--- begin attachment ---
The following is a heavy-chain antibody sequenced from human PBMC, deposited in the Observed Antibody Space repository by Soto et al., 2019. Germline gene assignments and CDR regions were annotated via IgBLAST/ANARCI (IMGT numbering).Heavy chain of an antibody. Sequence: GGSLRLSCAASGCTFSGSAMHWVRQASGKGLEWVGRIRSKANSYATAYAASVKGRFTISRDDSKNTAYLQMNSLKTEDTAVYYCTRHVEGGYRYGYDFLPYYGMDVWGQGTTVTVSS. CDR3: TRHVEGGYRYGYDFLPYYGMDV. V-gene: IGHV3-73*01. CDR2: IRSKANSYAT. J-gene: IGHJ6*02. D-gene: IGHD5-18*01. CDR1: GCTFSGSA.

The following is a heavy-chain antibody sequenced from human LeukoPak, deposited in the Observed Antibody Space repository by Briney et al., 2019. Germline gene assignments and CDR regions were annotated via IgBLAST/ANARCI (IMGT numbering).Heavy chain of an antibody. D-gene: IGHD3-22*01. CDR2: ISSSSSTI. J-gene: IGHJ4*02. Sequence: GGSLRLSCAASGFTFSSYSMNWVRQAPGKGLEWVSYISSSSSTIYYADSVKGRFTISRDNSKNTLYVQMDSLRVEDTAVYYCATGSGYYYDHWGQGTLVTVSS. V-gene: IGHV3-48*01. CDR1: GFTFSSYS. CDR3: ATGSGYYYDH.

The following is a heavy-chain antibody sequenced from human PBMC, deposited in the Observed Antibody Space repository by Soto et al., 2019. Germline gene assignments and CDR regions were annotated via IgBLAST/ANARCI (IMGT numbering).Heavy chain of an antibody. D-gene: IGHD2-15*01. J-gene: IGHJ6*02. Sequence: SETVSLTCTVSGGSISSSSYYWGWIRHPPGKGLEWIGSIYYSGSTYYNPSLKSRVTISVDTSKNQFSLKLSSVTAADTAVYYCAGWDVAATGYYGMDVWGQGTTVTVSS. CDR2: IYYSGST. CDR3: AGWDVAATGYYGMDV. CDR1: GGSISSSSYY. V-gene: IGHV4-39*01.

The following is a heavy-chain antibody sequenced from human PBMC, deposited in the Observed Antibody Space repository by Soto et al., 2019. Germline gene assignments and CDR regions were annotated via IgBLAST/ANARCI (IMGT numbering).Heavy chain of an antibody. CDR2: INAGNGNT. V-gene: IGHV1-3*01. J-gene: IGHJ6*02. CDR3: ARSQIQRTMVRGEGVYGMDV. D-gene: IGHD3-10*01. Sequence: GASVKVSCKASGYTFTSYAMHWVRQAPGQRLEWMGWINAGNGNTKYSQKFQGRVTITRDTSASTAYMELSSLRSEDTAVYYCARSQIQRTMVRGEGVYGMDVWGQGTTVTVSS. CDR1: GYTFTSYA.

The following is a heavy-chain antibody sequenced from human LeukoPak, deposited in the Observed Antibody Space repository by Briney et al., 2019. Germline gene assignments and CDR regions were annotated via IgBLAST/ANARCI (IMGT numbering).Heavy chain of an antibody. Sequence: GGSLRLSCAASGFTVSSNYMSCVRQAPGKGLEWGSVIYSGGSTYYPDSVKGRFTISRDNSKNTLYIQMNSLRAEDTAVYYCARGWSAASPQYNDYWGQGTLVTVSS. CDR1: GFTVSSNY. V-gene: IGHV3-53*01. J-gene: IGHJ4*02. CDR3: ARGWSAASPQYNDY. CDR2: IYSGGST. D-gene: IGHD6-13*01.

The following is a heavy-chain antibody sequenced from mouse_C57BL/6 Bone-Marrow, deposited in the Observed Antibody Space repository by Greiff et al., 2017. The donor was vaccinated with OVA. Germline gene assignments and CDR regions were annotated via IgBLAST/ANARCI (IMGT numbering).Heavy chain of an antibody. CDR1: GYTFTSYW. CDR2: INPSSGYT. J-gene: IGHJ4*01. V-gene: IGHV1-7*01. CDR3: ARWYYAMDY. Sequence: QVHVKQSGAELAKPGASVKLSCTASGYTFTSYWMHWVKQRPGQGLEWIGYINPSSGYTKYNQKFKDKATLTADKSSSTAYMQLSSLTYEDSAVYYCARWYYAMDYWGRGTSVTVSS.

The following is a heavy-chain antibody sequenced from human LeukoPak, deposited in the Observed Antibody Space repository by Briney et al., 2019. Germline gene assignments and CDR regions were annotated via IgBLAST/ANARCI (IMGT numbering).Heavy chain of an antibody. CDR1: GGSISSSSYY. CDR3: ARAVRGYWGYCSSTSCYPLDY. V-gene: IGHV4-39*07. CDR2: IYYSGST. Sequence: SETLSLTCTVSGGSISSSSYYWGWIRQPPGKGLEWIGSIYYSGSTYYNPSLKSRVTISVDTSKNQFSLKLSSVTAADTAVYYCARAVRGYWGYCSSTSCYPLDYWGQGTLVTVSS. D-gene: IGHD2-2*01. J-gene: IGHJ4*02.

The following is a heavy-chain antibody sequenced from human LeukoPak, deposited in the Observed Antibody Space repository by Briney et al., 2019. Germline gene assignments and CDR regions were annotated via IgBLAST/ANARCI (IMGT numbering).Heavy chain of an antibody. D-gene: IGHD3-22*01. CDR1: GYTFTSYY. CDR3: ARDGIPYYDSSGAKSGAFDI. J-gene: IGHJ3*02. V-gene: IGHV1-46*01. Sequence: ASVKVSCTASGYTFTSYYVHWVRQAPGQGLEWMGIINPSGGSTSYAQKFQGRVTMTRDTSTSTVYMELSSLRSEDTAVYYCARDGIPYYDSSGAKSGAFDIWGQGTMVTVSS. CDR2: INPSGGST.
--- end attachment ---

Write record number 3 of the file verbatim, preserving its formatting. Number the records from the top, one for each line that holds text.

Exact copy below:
The following is a heavy-chain antibody sequenced from human PBMC, deposited in the Observed Antibody Space repository by Soto et al., 2019. Germline gene assignments and CDR regions were annotated via IgBLAST/ANARCI (IMGT numbering).Heavy chain of an antibody. D-gene: IGHD2-15*01. J-gene: IGHJ6*02. Sequence: SETVSLTCTVSGGSISSSSYYWGWIRHPPGKGLEWIGSIYYSGSTYYNPSLKSRVTISVDTSKNQFSLKLSSVTAADTAVYYCAGWDVAATGYYGMDVWGQGTTVTVSS. CDR2: IYYSGST. CDR3: AGWDVAATGYYGMDV. CDR1: GGSISSSSYY. V-gene: IGHV4-39*01.